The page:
After facing a tremendous amount of public pressure from major corporate sponsors, all signs point towards the Washington Redskins changing their moniker. NBC Sports Washington and multiple other outlets have reported that the team will likely not play another game with 'Redskins' as its name.
Last Sunday, NBC Sports Washington spoke with former Redskin Fred Smoot about the name controversy, and the cornerback already had one clear favorite for the team's new name: Red Wolves. Over the past few days, Smoot has constantly been campaigning for 'Red Wolves' on social media, and numerous other Redskins fan accounts have joined in on the movement.
Smoot joined NBC Sports Washington's 'Redskins Talk and Friends' on Thursday, where he explained why he's so enamored about the Red Wolves' name.
"It is an endangered species. It allows us to keep the 'HTTR,'" Smoot said. "It allows us to keep the burgundy and gold. It allows us to have some crazy uniforms. Like I said before, I can see 80,000 people in FedEx Field howling like wolves after Chase Young gets a sack to win a game."
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Smoot, who called himself the "representative of the Red Wolves movement," is all in on the name. But, where did the Red Wolves idea originally come from?
The cornerback explained to the Redskins Talk crew how he came up with the Red Wolves nickname, thanking one of his favorite TV shows for the idea.
"One of my best friends, he's been a die-hard Redskins fan his whole life," Smoot said. "Two nights in a row, we've just gone back and forth about ideas and names. I'm a big Game of Thrones guy. Once we started talking about it, and we brought up the Stark family and the Wolves. I was like, 'There's no Wolves mascot in the NFL.' I think the Wolves would be good. Then, I was like, how about if the Wolves be red, we be the Red Wolves."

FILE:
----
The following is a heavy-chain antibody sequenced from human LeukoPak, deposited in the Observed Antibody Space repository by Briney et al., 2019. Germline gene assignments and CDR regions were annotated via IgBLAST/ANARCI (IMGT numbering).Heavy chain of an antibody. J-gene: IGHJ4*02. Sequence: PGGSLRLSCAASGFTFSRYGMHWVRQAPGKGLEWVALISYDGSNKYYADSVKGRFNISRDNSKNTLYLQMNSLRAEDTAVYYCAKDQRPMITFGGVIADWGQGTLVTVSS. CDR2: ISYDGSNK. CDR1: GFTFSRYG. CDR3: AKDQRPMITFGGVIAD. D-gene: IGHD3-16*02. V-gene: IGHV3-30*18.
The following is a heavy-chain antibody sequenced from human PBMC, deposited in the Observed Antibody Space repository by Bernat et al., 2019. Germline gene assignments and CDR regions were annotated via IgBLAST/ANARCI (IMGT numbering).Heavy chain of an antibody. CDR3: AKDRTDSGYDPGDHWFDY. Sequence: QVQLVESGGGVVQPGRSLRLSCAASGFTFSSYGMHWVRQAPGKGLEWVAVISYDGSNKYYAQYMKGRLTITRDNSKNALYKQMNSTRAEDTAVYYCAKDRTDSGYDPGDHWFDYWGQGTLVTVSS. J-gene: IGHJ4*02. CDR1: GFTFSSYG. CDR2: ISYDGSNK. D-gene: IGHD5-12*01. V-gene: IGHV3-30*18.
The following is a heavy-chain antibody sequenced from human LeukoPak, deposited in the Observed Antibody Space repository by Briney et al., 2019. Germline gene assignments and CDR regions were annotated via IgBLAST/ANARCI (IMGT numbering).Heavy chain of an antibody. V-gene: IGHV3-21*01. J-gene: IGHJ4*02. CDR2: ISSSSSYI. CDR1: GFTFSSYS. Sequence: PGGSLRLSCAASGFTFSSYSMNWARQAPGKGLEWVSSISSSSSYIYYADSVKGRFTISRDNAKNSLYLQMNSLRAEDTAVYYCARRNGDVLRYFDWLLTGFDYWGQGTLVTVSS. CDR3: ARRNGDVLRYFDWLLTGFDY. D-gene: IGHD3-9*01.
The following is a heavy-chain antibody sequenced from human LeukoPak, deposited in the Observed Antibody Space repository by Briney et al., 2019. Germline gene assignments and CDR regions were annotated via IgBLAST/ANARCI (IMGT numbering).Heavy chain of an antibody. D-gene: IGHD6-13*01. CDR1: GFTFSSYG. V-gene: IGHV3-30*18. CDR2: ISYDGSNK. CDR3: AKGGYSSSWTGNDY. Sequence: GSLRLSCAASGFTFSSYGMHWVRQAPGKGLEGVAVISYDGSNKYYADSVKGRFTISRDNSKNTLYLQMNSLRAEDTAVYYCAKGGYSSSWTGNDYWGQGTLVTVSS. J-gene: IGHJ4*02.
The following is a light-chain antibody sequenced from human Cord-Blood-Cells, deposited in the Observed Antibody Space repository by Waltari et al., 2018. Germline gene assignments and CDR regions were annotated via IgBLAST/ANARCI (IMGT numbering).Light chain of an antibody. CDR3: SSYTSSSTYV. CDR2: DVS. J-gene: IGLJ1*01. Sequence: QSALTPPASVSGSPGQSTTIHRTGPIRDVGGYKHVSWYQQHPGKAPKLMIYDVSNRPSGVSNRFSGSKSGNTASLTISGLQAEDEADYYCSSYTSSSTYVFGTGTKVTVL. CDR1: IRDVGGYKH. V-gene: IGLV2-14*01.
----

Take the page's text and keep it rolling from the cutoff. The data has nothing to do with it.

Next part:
Besides the Red Wolves, three other potential names have become popular on social media: the Warriors, Redtails and Redhawks. The Redtails has specifically gained a lot of support, due to the meaning behind it. The term was coined during World War II to describe Tuskegee Airmen, who were the first African American pilots to fly in a combat squadron during the war.
While Smoot does "love the history" behind Redtails, he questions whether he would like it as the team's new name.
"There's nothing intimidating about it. It doesn't scare you in any kind of way," Smoot said. "I love the history of it. But I had to ask myself, 'Would I want to be a Redtail?'"
This offseason, the Redskins have already undergone plenty of turnover. Longtime team president Bruce Allen is gone, while well-respected head coach Ron Rivera is in. The team drafted Young, one of the best draft prospects in recent memory, this past April. The team is transitioning into a new era, and now, a new name could come with it.
With Red Wolves, Smoot thinks the possibilities of building up the brand in this new era of Washington football are endless.
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"Think about all the nicknames we could spur from the Red Wolves," Smoot said. "Think about how many Game of Thrones theme things could be going on. We could name the new stadium Winterfield. We could do so much with the Red Wolves."
Whether you like the idea or not, 'Washington Red Wolves' has a nice ring to it. And, as Smoot has said multiple times over the past few days, it gives the fans something to get excited about.
"Wolves, they run in packs," Smoot said. "If you get in the stadium and you got that many people howling, the field might start vibrating."
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